Today I went to the Friday market in nearby Ayvacık and realised that this time next week we will be back in Istanbul. I can hardly believe that I have been here continuously since the 20th June. Time has slipped by so pleasurably with visits from family and friends punctuating the glorious sun-filled days of the Aegean and now we are on the home stretch.
I am late I know, in posting about what’s on in the markets for the month of August. I think I have subconsciously been refusing to accept that September is just round the corner and so is the end of this village idyll.
But this post brings us back to September which is when I started posting about the locally available produce last year. No need to continue as the cycle unfolds in its usual predictable way and the fruit and vegetables timelessly come and go with the seasons.
The produce right now is still very much in full summer mode. The newcomers on the scene are figs which you have to be very careful about at they are extremely delicate. Unless you have a dedicated fig eater in your house, I don’t recommend buying more than half a kilo at a time. Make sure you handpick them.
Loads of brightly coloured peppers, green and red. This is absolutely the best time for roasted red peppers: they are big, fat and juicy. There are now so many varieties of green that I hardly know where to start. They are much tastier than you might imagine although we had a foreign visitor recently and when I offered her some for her breakfast platter, she demurred saying ‘it was one step too far’!
I do have something to say about those purple aubergines or eggplants. There are two varieties: the one in the picture above, the dark purple, and the attractive striped white and purple. Tastewise they are much the same but I had noticed that the latter ones tended to go off even in the fridge much faster than the dark ones so I asked one of my market ladies about this.
Yes, she said, you are right. They have seeds and that affects them adversely. So moral of the story: only buy the dark purple aubergines and make sure they are firm and shiny.
I have to say I prefer the display of these courgette flowers to what the locals do with them. These very delicate yellow blooms are always stuffed with the usual rice filling which is never very well seasoned and then they are boiled to death. This results in either a very soggy tasteless stuffed courgette flower or else a filling with the rice not cooked enough. I don’t order them any more when we are out as they are not worth it in my opinion.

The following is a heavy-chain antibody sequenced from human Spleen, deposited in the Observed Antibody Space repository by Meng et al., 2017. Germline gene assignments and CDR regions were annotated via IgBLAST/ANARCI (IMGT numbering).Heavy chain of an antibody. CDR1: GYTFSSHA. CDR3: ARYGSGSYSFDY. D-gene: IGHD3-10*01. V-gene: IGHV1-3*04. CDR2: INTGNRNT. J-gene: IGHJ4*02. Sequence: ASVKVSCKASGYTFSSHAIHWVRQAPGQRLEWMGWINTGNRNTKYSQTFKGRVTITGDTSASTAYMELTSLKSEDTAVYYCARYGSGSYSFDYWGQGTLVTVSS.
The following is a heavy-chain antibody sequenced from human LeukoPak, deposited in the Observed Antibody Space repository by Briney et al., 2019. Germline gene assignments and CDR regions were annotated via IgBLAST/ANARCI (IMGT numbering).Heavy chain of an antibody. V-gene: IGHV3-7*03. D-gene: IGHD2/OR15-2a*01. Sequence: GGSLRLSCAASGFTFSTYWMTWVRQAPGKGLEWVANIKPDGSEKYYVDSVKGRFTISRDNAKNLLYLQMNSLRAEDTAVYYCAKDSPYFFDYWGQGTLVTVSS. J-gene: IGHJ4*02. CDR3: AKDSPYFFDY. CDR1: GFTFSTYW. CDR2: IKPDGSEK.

My friend Emily says her Italian grandmother used to dip them in a beer batter and fry in hot oil and they were delicious. Cook friend Lütfi says he stuffs them with a mixture of four cheeses. Both of these sound quite delicious to my ear and perhaps worth trying.
Now is the time for melons, both the regular ones and watermelons. They are everywhere: there are roadside stalls, kamyons filled to bursting, market stalls with nothing else but. The sad truth is that none of them are worth buying. They are so big and the odds of buying one that is tasteless so high, that personally I have given up. Our gardener maintains that kabak or courgette seeds are injected into the watermelons as they ripen faster. That would explain the lack of taste but how true it is, I’m not sure.
If you live in Turkey you know that melon and white cheese are favourite rakı meze. Unfortunately, at least in our region around Assos, the melon is often a huge let-down.
Grapes of all the pinkish hues, as well as the different shades of green, are coming into their own now. There are some huge pink ones that are just too big and perfect to be true but they do taste good.
But the real disappointment is the TOMATOES! Who would ever have thought I would be saying that. Çanakkale tomatoes are the jewel in the summer crown in this region and are usually to die for.
This year I became aware back at the beginning of summer that things were not looking good. I am an avid market goer and have been hoping to find some tasty specimens but to date, am really disappointed. What is happening? There they are, looking fat and juicy but get them home, and the story is very different. They have large white cores and thick skins. I haven’t been inspired in the least to do my usual bottling routine. I know I will miss my jars of chopped tomatoes in the winter but the motivation isn’t there.
Despite the note of gloom, Turkish markets are still a joy to visit with the freshest of produce. Let’s just hope that the growers won’t tinker with the seeds and fertilizers too much!